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Roman Medicine
Definitionby Mark Cartwright

Roman Medicine

Roman medicine was greatly influenced by earlier Greek medicine and literature but would also make its own unique contribution to the history of medicine through the work of such famous experts as Galen and Celsus. Whilst there were professional...
Thutmose III's Battle of Megiddo Inscription
Articleby Joshua J. Mark

Thutmose III's Battle of Megiddo Inscription

The Battle of Megiddo (c. 1457 BCE) is one of the most famous military engagements in history in which Thutmose III (1458-1425 BCE) of Egypt defeated the coalition of subject regions led in rebellion by the kings of Kadesh and Megiddo. The...
Roman Army Reenactment
Imageby Hans Splinter

Roman Army Reenactment

Romans in Archeon; to the left Legio II Augusta, to the right Legio XXX Ulpia Victrix.
Roman Art
Definitionby Mark Cartwright

Roman Art

The Romans controlled such a vast empire for so long a period that a summary of the art produced in that time can only be a brief and selective one. Perhaps, though, the greatest points of distinction for Roman art are its very diversity...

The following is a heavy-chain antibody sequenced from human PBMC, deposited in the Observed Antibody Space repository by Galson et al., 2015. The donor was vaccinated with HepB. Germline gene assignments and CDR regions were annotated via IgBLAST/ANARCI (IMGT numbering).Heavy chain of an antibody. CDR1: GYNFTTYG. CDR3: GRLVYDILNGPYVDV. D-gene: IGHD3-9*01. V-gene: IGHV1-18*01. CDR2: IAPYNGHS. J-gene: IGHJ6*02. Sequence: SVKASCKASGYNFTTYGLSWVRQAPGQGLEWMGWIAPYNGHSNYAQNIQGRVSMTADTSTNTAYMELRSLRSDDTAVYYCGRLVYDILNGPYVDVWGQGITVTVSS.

Stilicho
Definitionby Donald L. Wasson

Stilicho

Flavius Stilicho (365-408 CE) was a Roman army commander, who rose in the ranks under the reign of Roman emperor Theodosius I (r. 378-395 CE) and eventually became the regent to his son Honorius (r. 395-423 CE). Stilicho fought with distinction...
Battle of the Metaurus
Definitionby Joshua J. Mark

Battle of the Metaurus

The Battle of the Metaurus (207 BCE) was a military engagement fought between the forces of Rome under Gaius Claudius Nero (c. 237 - c. 199 BCE), Marcus Livius Salinator (254-204 BCE), and L. Porcius Licinius and the Carthaginians under Hasdrubal...
Legio II Augusta
Definitionby James Lloyd

Legio II Augusta

Legio II Augusta was a legion of the Roman army that, throughout its centuries-long history, had fought in the Cantabrian Wars of 29-19 BCE, Germanicus' German campaigns in 9 CE, the invasion of Britain in 43 CE, and Septimus Severus' Scottish...
Alaric
Definitionby Donald L. Wasson

Alaric

Alaric I (r. 394-410 CE) was a Gothic military commander who is famous for sacking Rome in 410 CE, which was the first time the city had been sacked in over 800 years. Although little of his family is known, we do know that he became the...
Carthage
Definitionby Joshua J. Mark

Carthage

Carthage was a Phoenician city-state on the coast of North Africa (the site of modern-day Tunis) which, prior the conflict with Rome known as the Punic Wars (264-146 BCE), was the largest, most affluent, and powerful political entity in the...
Roman Egypt
Definitionby Donald L. Wasson

Roman Egypt

The rich lands of Egypt became the property of Rome after the death of Cleopatra VII in 30 BCE, which spelled the end of the Ptolemaic dynasty that had ruled Egypt since the death of Alexander the Great in 323 BCE. After the murder of Gaius...